Trying to help writers who want to make their work more interesting, varied, accurate and effective by using the best words, this series also provides language learners with insights into some peculiarities of the English language.
A good thesaurus gives alternatives for the idea of a word, but not all of these are true synonyms: context is vital. One way to check suitability is to place synonyms into the sentence to test if they make sense. But it’s not foolproof, so a good dictionary is essential.
My dictionary of choice is the two-volume Shorter Oxford English Dictionary. And I use the 1987 edition of Roget’s Thesaurus for word selection. I’ve installed WordWeb on my Mac for times when I’m in a hurry and the apposite word evades me. Also, I’ve downloaded the Kindle edition of Kathy Steinemann’s ‘The Writer’s Lexicon’ to consult whilst editing my fiction, so I can inject more variety to the text.
However, I attempt to dig the best word from my overloaded memory first: it’s good mental exercise, which I need!. Other books of words, which I consult when a word escapes me, live on reference shelves behind me.
So, to this week’s words: Zealous/Apathetic
These two words operate as antonyms and it’s in that capacity I’m examining them.
Zealous – Roget lists these headers: willing, resolute, active, fervent. Under the sub-heading ‘fervent’ are another 46 substitutes including fervid, passionate, vehement, exuberant, impetuous, fiery, hysterical, and furious.
Apathetic – Roget lists the following headers: inert, slow, incurious, inattentive, inexpectant, choiceless, inactive, apathetic. Under the sub-heading ‘apathetic’ are a further 51 alternatives including unimpassioned, unmoved, unaroused, lukewarm, nonchalant, lackadaisical, vegetative, sluggish, torpid and insensible.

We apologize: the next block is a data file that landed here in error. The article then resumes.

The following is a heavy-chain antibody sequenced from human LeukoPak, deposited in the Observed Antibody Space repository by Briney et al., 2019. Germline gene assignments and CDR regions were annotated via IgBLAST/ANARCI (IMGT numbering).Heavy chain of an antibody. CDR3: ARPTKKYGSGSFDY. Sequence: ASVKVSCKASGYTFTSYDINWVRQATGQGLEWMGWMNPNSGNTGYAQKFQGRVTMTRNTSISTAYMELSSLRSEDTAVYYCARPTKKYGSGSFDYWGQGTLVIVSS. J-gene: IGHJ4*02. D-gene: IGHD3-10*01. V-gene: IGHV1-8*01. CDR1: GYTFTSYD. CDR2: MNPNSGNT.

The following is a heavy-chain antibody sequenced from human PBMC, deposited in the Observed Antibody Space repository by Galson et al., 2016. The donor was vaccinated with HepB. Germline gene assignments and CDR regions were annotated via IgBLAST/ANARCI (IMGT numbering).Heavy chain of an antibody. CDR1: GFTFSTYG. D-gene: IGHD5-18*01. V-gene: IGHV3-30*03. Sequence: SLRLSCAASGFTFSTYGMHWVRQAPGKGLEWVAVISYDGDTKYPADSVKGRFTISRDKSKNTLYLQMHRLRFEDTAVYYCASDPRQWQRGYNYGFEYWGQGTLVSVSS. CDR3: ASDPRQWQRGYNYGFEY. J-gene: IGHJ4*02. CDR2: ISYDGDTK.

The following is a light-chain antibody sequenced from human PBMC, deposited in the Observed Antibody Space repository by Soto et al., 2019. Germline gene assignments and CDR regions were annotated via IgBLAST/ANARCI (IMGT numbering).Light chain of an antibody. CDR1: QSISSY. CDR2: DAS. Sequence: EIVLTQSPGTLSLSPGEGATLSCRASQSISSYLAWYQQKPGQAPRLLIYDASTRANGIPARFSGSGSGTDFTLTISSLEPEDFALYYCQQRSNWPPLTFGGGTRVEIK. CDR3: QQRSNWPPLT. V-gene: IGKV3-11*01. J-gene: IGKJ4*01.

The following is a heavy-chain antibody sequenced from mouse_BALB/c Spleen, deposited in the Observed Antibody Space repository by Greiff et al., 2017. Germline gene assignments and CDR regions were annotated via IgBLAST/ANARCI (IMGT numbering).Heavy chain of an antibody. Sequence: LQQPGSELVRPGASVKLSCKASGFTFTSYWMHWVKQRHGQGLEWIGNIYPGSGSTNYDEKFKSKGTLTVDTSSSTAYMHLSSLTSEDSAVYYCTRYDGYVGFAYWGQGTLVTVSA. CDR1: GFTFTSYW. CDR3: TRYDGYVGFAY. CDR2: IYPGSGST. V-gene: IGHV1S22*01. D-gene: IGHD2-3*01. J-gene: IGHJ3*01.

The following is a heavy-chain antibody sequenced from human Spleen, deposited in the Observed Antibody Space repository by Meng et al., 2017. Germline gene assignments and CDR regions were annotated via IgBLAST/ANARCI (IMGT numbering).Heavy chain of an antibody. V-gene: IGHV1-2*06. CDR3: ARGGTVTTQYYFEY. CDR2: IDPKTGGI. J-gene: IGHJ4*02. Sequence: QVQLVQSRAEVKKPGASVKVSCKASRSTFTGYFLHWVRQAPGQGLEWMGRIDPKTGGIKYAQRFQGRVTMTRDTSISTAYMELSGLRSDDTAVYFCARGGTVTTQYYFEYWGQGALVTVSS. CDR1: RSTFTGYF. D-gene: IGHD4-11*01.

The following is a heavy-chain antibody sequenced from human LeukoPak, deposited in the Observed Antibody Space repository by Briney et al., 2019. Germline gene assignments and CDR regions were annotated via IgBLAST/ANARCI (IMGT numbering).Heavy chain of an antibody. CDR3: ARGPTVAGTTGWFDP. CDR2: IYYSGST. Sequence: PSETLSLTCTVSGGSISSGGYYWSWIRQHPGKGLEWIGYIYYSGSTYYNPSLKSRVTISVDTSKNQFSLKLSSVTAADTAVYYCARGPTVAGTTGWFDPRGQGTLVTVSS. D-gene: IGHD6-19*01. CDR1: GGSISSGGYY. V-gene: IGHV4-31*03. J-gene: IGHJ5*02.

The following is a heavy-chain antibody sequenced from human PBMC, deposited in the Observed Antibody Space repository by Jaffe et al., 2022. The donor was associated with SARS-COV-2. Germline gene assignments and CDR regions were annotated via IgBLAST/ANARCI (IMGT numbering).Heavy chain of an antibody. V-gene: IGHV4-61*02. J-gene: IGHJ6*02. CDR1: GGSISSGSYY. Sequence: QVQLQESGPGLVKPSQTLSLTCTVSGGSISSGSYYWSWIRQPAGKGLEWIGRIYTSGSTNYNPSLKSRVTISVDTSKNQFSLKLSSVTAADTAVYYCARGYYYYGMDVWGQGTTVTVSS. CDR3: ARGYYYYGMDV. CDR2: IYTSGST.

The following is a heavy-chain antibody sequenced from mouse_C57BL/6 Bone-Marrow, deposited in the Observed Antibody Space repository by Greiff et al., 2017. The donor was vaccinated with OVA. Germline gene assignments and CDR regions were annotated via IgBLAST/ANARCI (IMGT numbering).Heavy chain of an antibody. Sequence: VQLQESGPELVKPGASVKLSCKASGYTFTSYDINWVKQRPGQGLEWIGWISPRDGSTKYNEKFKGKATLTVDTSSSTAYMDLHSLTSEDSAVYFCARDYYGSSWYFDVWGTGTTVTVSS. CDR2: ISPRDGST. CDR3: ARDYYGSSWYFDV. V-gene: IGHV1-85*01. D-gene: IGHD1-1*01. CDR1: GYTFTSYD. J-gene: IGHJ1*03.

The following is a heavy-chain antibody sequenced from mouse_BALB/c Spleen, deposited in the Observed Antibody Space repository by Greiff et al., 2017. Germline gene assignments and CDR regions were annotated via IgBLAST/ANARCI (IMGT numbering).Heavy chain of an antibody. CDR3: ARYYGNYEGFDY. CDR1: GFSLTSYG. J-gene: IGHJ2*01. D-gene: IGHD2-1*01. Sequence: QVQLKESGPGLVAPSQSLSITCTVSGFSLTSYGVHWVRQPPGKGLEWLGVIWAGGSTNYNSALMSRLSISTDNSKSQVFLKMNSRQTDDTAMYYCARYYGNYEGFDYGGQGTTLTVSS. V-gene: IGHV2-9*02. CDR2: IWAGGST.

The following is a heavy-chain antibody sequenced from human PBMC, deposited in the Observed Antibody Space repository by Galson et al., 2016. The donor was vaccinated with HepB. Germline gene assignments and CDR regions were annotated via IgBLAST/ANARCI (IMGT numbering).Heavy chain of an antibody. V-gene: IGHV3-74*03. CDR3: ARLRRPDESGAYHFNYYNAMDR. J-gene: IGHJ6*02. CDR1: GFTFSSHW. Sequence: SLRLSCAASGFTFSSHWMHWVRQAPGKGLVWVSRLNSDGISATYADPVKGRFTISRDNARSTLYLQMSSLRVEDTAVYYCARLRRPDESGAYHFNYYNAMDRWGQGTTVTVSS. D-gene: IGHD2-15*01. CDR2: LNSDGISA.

Let’s look at usage for zealous.
‘Some leaders are so zealous in their approach to real problems that they allow their passion to overwhelm common sense resulting in ill-advised decisions.’
Here we can substitute ‘fervid’, ‘exuberant’, ‘impetuous’, ‘fiery’ and even ‘’hysterical’ for ‘zealous’ without altering the tone of the statement. Using the other substitutes listed in Roget’s would require either restructuring the sentence or would result in an alteration of tone and, in some case, even the meaning.
Now let’s see how we can use apathetic.
‘Modern politics has made many voters so apathetic they no longer exercise their right to a say in how their country is run, thereby allowing the situation to deteriorate even further.’
This time, we can replace ‘apathetic’ with ‘unmoved’, ‘unaroused’, and ‘lukewarm’ without substantially changing the meaning of the sentence. Using the other suggestions would require restructuring the sentence to arrive at a similar meaning, but tone would definitely be altered along the way.
For language learners, there’s a great group page on Facebook, which you can find through this link.
I welcome observations and suggestions here. Please use the comments section below for your ideas and thoughts.
Antonyms can be difficult to discover, and thesauruses generally fail to give examples. When utterly lost for such an opposite, I grab ‘The New Nuttall Dictionary of English Synonyms and Antonyms’ published 1986, which generally resolves my dilemma. I’m sure other such volumes are readily available.
So far, in this series of posts, I’ve looked at synonyms, antonyms and contronyms. I’ve now moved through the alphabet from A to Z. So, from next week, I’ll continue with the core subject but will inject a few more unusual words the English Language offers and explore those as a means of broadening vocabulary. I hope you’ll join me.